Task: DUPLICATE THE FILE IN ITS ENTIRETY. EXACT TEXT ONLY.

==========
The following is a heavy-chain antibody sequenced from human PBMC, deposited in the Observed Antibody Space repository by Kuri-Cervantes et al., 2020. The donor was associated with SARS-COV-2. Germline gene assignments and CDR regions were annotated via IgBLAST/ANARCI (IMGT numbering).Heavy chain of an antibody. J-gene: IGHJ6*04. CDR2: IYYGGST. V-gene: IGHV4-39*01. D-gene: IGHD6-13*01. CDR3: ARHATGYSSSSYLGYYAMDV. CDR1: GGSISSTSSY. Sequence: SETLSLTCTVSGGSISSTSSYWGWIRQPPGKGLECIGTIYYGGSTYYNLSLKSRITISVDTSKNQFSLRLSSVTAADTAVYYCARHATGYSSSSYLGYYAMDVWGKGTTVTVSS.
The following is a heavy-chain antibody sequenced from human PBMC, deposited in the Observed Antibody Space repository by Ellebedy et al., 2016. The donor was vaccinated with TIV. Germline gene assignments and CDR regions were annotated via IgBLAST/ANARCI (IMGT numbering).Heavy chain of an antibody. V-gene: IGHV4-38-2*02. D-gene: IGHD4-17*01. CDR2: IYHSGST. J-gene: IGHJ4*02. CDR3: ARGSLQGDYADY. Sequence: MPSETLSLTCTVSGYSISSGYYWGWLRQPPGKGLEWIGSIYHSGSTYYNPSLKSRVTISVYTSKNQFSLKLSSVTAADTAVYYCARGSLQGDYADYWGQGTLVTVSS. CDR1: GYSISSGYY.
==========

The following is a heavy-chain antibody sequenced from human PBMC, deposited in the Observed Antibody Space repository by Kuri-Cervantes et al., 2020. The donor was associated with SARS-COV-2. Germline gene assignments and CDR regions were annotated via IgBLAST/ANARCI (IMGT numbering).Heavy chain of an antibody. J-gene: IGHJ6*04. CDR2: IYYGGST. V-gene: IGHV4-39*01. D-gene: IGHD6-13*01. CDR3: ARHATGYSSSSYLGYYAMDV. CDR1: GGSISSTSSY. Sequence: SETLSLTCTVSGGSISSTSSYWGWIRQPPGKGLECIGTIYYGGSTYYNLSLKSRITISVDTSKNQFSLRLSSVTAADTAVYYCARHATGYSSSSYLGYYAMDVWGKGTTVTVSS.
The following is a heavy-chain antibody sequenced from human PBMC, deposited in the Observed Antibody Space repository by Ellebedy et al., 2016. The donor was vaccinated with TIV. Germline gene assignments and CDR regions were annotated via IgBLAST/ANARCI (IMGT numbering).Heavy chain of an antibody. V-gene: IGHV4-38-2*02. D-gene: IGHD4-17*01. CDR2: IYHSGST. J-gene: IGHJ4*02. CDR3: ARGSLQGDYADY. Sequence: MPSETLSLTCTVSGYSISSGYYWGWLRQPPGKGLEWIGSIYHSGSTYYNPSLKSRVTISVYTSKNQFSLKLSSVTAADTAVYYCARGSLQGDYADYWGQGTLVTVSS. CDR1: GYSISSGYY.